Stanford’s new, four-layer 3D-chip design replaces silicon with carbon nanotubes (sheets of 2-D graphene formed into nanocylinders). The top layer has sensors, then resistive random-access memory (RRAM) cells. Then two logic layers. Three-dimensional integration is the most promising approach to continue the technology-scaling path set forth by Moore’s law, allowing an increasing number of devices to be integrated per unit volume…
…though in fact, Moore’s law is collapsing in what I call the Big Flip, as the last 50 years of advancement in computational hardware slows down to its long-awaited S-Curve… but progress in software (which had been glacial) seems to have taken off spectacularly - especially in Learning Systems - in just the last couple of years.
A team of researchers at Michigan State University has developed a new type of solar concentrator that when placed over a window creates solar energy while allowing people to actually see through the window.
Pharmacy on Demand: DARPA has a really neat project in battlefield medicine for a small (dorm fridge size) synthesizer that can produce pretty much any basic pharmacy drug (chemical) to GMP levels using base ingredients.
Their next project which is well underway is a biologicals machine (enzymes, mRNAs, etc.) In developing a flexible, miniaturized synthesis and manufacturing platform, Battlefield Medicine will lead to distributed, on-demand small-batch pharmaceutical production in austere environments. 
It correlates with other advances such as the recent Qualcomm "Tricorder XPrize" which advanced the capability of hand carried disease diagnostic systems.  Many pieces are coming together at the same time.
A “living” programmable “ribocomputing” device based on networks of precisely designed, self-assembling synthetic RNAs (ribonucleic acid). The RNAs can sense multiple biosignals and make logical decisions to control protein production with high precision. The research was performed with E. coli bacteria, which regulate the expression of a fluorescent (glowing) reporter protein when the bacteria encounter a specific complex set of intra-cellular stimuli. But the researchers believe ribocomputing devices can work with other host organisms or in extracellular settings. What could go wrong?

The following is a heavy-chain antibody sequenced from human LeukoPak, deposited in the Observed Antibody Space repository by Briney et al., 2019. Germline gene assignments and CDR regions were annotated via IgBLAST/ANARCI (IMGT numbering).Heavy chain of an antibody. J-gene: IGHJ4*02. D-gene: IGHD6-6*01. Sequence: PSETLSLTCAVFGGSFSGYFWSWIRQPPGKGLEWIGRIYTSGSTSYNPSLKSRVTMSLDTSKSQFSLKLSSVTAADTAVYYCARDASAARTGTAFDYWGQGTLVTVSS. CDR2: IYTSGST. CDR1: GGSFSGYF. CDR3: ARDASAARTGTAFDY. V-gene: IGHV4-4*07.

Will we see the return of storing bulk data on… magnetic tape? Oh, but at the recent Science Foo Camp (on the Google Campus) George Church told us about the near feasibility of storing all the world's books in a cup of DNA... (Also ask him about resurrecting mammoths!)
All around the world, scientists are building repositories of everything from seeds to ice to mammal milk — racing to preserve a natural order that is fast disappearing.  Both disturbing and reassuring in some ways… though I admit some pique that the description of “life arks” in EARTH (1989) gets no mention.
Warnings: Finding Cassandras to Stop Catastrophes, a new book by Richard A. Clarke & R.P. Eddy, offers insights into how we can weigh predictions, especially when it comes to national security, threatening technologies, the U.S. economy, and possibly the fate of civilization. In Greek mythology Cassandra foresaw calamities, but was cursed by the gods to be ignored. Modern-day Cassandras predicted the disasters of Katrina, Fukushima, the Great Recession, the rise of ISIS, and many more. Like the mythological Cassandra, they were ignored. There are others right now warning of impending disasters, but as Ray Kurzweil asks: “how do we know which warnings are likely to be right? … Clarke’s and Eddy’s penetrating insights are essential for any person, any business, or any government that doesn’t want to be a blind victim of tomorrow’s catastrophe.”  
Alas, short-shrift is given to the truest font of such alarums… hard, high-level science fiction.
== And some setbacks ==
Rep. Lamar Smith (R-TX) -- who is bafflingly chair of the House Science Committee -- penned an op-ed praising the “benefits” of climate change. He goes so far as to celebrate carbon dioxide emissions for melting Arctic ice to allow for “new commercial shipping lanes”. They've spent years telling us climate change wasn’t happening, then human-generated CO2 wasn't responsible... and now it’s suddenly a good thing?' Sorry 314 guys. This has been going on for years. 

These towering hypocrites shift the goal posts with stunning agility. Vast farms in Canada will replace those lost to desert in Mexico and Texas! (Oops, there's no topsoil up there, and even if things warm enough for crops, there'll just be one, short growing season, to replace two long ones, down south.) And thawing tundra will pour gigatons of methane into the atmosphere. But this is the sort of raving monster the GOP puts in charge of the Science Committee. And even if your crazed uncle is beyond reach, maybe his wife isn't. Go have coffee with your aunt. 

He may relish the end of the world; she'll frown and worry about her grandchildren.
Here's a good article on METI - the rash cult wanting to send "messages" to aliens - and the response of a dozen SETI thought-leaders, including myself, asking for discussion.
Not that I’m unhappy with how things turned out… but where was this “sapiosexuality” movement, back when I was a frustrated student at Caltech? hm? Well, it's a new and better and wiser generation.

David Brin Ph.D. is a scientist and best-selling author whose future-oriented novels include Earth, The Postman, and Hugo Award winners Startide Rising and The Uplift War. David's newest novel - Existence - is now available, published by Tor Books."